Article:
Strategy

Cryptography: The cloud war’s weighty truce

August 12, 2013

There is a new “cloud war” being waged within enterprises. Executives craving cloud services as a less costly, more efficient and functional way to manage their business square off against IT departments losing sleep over very real risks of data security, not to mention privacy, residency and security compliance requirements. The distinct party line, and main barrier to cloud adoption, typically boils down to data security. In reality, the true barrier to cloud adoption isn't the security itself but understanding data security and knowing how to utilize solutions such as cryptography to protect sensitive information in a cloud infrastructure.

The way organizations conduct business today is evolving and the black and white line between data “inside the company” and “outside” is changing to gray. Exchanging information between employees, partners and vendors has become an essential requirement for many organizations, and a daily battle fought by all company executives against IT departments. However, the need for all parties to share their work across company lines highlights the need for keeping data secure - a sharpened arrow used by IT departments to fight back.

Cryptography helps support data security in this ever-changing environment by providing access to sensitive information to those that hold a “key” and renders the information useless to those who don't.

The main driver of cryptography segment is not business operations; rather, it is compliance with security requirements within regulatory statutes.  This is most noticeable among financial institutions, retailers and the healthcare industry where strict regulations are in place to protect personal information. For example, according to the U.S. Department of Health & Human Services, protected health information (PHI) is rendered unusable, unreadable, or indecipherable to unauthorized individuals if appropriately encrypted.

The data that requires encryptions will vary for all businesses, even those within the same industry. IT teams must weigh several factors throughout this process but first should classify data into three categories (public, limited access and confidential) to have a better understanding of which sets are business critical. Then they should determine the longevity of the data and how long it will live in the cloud (the longer data resides in the cloud, the greater the likelihood it will require encryption).  And finally, develop a data governance policy determining who can access the data, through what platforms and for how long.

While addressing regulatory demands is imperative, all companies should view cryptography as part of a larger program given the benefits. First, it reduces reliance on in-house applications and infrastructure for protecting data. Second, it provides the ability to scale security for solutions and staff to support a variety of business operations. Third, it facilitates free flow of information by reducing the organization's reliance on managed devices and allows end-users to employ the device they choose. Fourth, cryptography creates new collaboration models by allowing rapid migration of application and data to the cloud while protecting the data. Finally, it extends the organization's IT enterprise beyond its data centers by protecting data irrespective of its origin, the network path it traverses, and servers that stores the data.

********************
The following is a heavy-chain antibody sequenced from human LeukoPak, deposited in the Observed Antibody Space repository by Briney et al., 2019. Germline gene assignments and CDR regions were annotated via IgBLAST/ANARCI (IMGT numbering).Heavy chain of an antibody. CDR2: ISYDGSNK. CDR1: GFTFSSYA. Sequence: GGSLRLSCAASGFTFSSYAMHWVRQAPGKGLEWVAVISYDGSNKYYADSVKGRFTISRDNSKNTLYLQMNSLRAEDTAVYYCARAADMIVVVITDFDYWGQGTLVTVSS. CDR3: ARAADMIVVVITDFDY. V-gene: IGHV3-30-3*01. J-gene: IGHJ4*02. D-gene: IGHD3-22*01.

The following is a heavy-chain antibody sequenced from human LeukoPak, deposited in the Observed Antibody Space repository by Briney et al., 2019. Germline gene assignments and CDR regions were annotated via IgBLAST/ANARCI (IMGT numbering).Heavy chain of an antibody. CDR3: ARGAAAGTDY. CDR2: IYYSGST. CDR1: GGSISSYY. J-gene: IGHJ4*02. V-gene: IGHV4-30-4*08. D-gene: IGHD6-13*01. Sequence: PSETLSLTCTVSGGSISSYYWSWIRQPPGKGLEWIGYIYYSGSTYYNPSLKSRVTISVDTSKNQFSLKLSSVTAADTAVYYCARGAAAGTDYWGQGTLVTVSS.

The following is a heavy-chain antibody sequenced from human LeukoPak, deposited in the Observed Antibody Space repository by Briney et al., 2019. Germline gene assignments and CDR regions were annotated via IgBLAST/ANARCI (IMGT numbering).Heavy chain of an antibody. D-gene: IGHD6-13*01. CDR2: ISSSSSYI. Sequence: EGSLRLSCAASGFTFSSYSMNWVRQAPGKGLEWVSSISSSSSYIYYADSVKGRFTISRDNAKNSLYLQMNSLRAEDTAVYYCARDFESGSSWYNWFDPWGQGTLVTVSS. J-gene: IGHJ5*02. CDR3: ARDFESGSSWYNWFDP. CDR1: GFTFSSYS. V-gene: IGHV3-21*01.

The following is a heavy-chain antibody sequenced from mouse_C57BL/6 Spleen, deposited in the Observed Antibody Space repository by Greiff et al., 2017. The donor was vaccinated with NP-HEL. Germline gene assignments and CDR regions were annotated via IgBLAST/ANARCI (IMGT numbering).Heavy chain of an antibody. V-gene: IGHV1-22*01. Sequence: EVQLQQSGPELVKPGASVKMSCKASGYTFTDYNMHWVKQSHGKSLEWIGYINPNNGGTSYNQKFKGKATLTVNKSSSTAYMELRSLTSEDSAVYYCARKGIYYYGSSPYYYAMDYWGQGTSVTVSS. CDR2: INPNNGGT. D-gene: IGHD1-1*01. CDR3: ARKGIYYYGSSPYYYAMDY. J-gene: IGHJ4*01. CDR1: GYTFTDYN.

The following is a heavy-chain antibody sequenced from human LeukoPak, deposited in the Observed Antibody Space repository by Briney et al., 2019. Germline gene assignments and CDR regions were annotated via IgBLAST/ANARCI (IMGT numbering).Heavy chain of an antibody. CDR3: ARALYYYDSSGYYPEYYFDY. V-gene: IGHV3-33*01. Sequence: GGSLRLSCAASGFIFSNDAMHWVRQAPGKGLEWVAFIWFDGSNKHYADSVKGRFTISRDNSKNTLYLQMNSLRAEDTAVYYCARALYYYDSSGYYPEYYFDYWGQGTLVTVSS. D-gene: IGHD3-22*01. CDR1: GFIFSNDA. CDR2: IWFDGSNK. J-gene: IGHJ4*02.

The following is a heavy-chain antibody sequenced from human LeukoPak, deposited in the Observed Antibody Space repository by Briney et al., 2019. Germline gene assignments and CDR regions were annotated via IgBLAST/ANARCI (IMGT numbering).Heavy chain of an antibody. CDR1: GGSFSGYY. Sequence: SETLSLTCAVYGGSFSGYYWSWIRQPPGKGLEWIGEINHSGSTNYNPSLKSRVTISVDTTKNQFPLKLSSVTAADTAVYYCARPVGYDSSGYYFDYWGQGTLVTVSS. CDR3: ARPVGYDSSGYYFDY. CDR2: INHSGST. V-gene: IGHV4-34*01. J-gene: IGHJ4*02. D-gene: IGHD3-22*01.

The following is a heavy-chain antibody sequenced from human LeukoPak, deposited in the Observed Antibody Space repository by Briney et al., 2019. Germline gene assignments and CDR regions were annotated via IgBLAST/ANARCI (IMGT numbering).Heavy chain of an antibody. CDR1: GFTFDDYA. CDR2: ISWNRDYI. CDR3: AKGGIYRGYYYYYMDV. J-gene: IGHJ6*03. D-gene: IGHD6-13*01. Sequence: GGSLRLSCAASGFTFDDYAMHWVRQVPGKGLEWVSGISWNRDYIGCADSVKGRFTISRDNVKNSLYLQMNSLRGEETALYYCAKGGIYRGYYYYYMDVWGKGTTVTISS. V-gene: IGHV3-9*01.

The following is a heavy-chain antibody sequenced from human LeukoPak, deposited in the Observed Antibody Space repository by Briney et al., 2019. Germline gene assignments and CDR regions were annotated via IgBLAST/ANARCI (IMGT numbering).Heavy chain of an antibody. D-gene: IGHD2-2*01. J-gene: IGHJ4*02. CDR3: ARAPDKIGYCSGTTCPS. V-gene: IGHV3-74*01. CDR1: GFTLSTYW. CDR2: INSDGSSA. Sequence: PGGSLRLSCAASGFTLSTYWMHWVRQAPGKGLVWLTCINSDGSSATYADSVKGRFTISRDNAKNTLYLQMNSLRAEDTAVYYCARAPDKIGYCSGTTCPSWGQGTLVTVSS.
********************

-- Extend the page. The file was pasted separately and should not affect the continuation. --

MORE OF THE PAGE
Through these benefits and implementing cryptography as a larger program, company executives and IT departments can begin to seek a truce to this “cloud war” as it provides each what they are looking for – increased flexibility and efficiency, and overall data security.

Like any other technology, while there are multiple benefits of cryptography, no single solution fits all scenarios. Cloud data encryption is need-specific. A solution that works well in an Infrastructure as a Service (IaaS) cloud may not work well in a Software as a Service (SaaS) cloud environment. However, there are many benefits to IaaS that provide the flexibility and efficiency most organizations seek including: simplicity, as it offers the ability to streamline encryption that not only enables data storage in a specific location, but also to secure it and separate the encryption. There there's security, because instead of relying on each employee to encrypt data, IaaS facilitates the application. Lastly, speed, because as large amounts of data are encrypted, IaaS applies the power necessary to make the process fast and efficient

Ultimately, cryptography provides the last line of defense for a company's sensitive information. In order for cloud users to reap the benefits, IT decision makers need to be aware that cryptography is available, understand how to use it and identify the appropriate solution for their business. Only then will we finally see a truce in the cloud war.

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